Renal cell carcinoma (hypernephroma) is a form of kidney cancer that affects the cell lining of the tubles in the kidneys, through which urine passes.
Basically, this cancer causes uncontrolled growth of abnormal (malignant) cells in the tubles, which (if left untreated) can spread to other parts of the kidneys and body.
Hypernephroma is not the only form of kidney cancer but it is the most common. It accounts for more than 80 percent of adult kidney cancers and affects twice as many males as females. It also tends to develop more frequently in men over the age of 60.
The causes of renal cell carcinoma are not fully known or understood. Statistics suggest, however, that people who smoke are twice as likely to develop kidney cancer as non-smokers. While not conclusive, it is believed that smoking is a leading cause of renal cell carcinoma.
Another possible cause is exposure to chemicals. Since the kidneys' main function is to filter waste from the blood, they are highly exposed to many chemical substances. Consequently, extensive exposure to some chemicals may increase the risk of kidney cancer.
It is also believed that the misuse of certain pain medicines, for extended periods, can increase the risk of developing renal cell carcinoma.
In some cases, genetics may play a part in the development of hypernephroma. Persons with genetic conditions such as Von Hippel-Lindau disease may be at greater risk of developing renal cell carcinoma.
There may be no symptoms in the early stages. As time progresses, however, symptoms may begin to manifest. These may include the following:
A constant pain in the side that may become progressively worse over time.
A lump in the abdomen. This becomes noticeable when malignant cells in the kidney's tubles begin to grow and spread.
Loss of appetite accompanied by weight loss, for no apparent reason.
Blood in the urine (hematuria). This is usually a sign that something is wrong within the urinary system and should not be ignored. It can be a sign of conditions which are easily treatable, such as UTI or kidney stones, but it can also be a sign of renal cell carcinoma. Once there is blood in the urine, it is advisable to consult a doctor for an evaluation and determination of the cause.
Anyone who experiences any of these symptoms should promptly visit their doctor for an evaluation. The earlier this condition is detected, the better the chances of effectively treating it. The prognosis (chance of recovery) and treatment depends on the stage of the disease, as well as the patient's health and age.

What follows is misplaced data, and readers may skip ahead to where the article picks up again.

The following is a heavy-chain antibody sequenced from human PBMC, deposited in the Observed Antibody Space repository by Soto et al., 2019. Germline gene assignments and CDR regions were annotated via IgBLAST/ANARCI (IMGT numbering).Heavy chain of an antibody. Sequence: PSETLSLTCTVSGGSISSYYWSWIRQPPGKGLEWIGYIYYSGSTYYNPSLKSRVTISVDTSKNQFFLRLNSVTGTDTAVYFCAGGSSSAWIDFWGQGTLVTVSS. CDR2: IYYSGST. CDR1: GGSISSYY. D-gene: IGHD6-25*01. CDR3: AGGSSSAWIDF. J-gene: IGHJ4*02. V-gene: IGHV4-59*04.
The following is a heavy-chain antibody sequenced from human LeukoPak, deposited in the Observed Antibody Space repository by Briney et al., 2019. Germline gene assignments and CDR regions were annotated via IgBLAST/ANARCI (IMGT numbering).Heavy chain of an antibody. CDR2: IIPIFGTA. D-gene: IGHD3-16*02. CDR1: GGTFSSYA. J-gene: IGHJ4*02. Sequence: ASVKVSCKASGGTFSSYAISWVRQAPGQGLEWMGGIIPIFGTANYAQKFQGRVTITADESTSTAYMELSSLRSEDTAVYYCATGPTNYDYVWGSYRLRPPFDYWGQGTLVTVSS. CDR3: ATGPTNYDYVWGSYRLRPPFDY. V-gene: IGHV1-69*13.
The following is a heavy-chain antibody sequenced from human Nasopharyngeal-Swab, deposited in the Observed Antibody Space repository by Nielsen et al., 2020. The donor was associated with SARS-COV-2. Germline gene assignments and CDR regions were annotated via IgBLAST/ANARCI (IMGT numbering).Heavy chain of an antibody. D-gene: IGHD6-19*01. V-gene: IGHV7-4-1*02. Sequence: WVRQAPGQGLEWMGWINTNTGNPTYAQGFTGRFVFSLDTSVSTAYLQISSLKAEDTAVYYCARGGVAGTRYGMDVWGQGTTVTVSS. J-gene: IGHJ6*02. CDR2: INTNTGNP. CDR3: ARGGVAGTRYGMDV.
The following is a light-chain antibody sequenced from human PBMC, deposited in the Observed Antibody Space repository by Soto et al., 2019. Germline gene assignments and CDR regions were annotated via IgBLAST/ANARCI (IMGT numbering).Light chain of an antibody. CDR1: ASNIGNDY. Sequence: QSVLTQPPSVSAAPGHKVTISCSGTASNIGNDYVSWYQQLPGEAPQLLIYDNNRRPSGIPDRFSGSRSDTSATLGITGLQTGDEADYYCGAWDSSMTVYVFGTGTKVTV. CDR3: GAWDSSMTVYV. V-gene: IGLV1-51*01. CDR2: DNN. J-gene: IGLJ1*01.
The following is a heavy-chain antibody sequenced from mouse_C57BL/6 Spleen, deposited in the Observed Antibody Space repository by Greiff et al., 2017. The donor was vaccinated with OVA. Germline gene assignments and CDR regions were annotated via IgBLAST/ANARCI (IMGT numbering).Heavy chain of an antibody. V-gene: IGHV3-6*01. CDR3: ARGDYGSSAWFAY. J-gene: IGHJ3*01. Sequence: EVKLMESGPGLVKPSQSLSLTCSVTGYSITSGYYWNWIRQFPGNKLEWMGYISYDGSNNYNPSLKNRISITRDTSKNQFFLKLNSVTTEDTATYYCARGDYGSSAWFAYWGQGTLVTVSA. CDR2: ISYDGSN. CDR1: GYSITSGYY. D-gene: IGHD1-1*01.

The following stages are used to classify the severity of renal cell cancer (hypernephroma):
Stage 1: This is the least severe stage. The cancer is confined to the kidney and is no larger than seven (7) centimeters.
Stage 2: In this stage, the cancer is still confined to the kidney but has grown more than 7 centimeters.
Stage 3: At this stage, cancer is found in the kidney and in one nearby lymph node, adrenal gland or in the layer of fatty tissue around the kidney.
Stage 4: In stage 4, the cancer has not only spread to nearby lymph nodes but to other organs, such as the bowels, pancreas, or lungs.
It is important to know the stage of the disease in order to determine the most appropriate treatment option and increase the patient's chances of recovery.
Basically, there are four (4) standard treatment options. They are:
Surgery - Parts of or the entire kidney affected by malignant cells are removed. In some cases, surrounding cells and organs may also be surgically removed.
A partial nephrectomy is a surgical procedure to remove cancer cells within the kidney and in some of the surrounding tissue.
If the cancer has spread to the entire kidney a simple nephrectomy, to remove the entire kidney, may be necessary.
When cancer cells have spread to surrounding organs and tissues, a surgical procedure known as a radical nephrectomy removes the kidney, adrenal gland, surrounding tissues and possibly nearby lymph nodes.
Radiation therapy is another treatment option. This uses high energy radiation to kill cancer cells.
Chemotherapy - This treatment option uses drugs to stop the growth of cancer cells. It can be taken by mouth or by injection.
Finally, biologic therapy (also referred to as biotherapy or immunotherapy) is a treatment option that uses the patient's immune system to fight cancer cells. Substances are administered to boost the body's natural defenses against cancer.
The patient's physician usually recommends the most appropriate treatment option or options, which are largely determined by the patient's circumstances (age, health, etc.) and the stage of development of the cancer. Early detection and diagnosis offers the best opportunity for effectively treating renal cell carcinoma.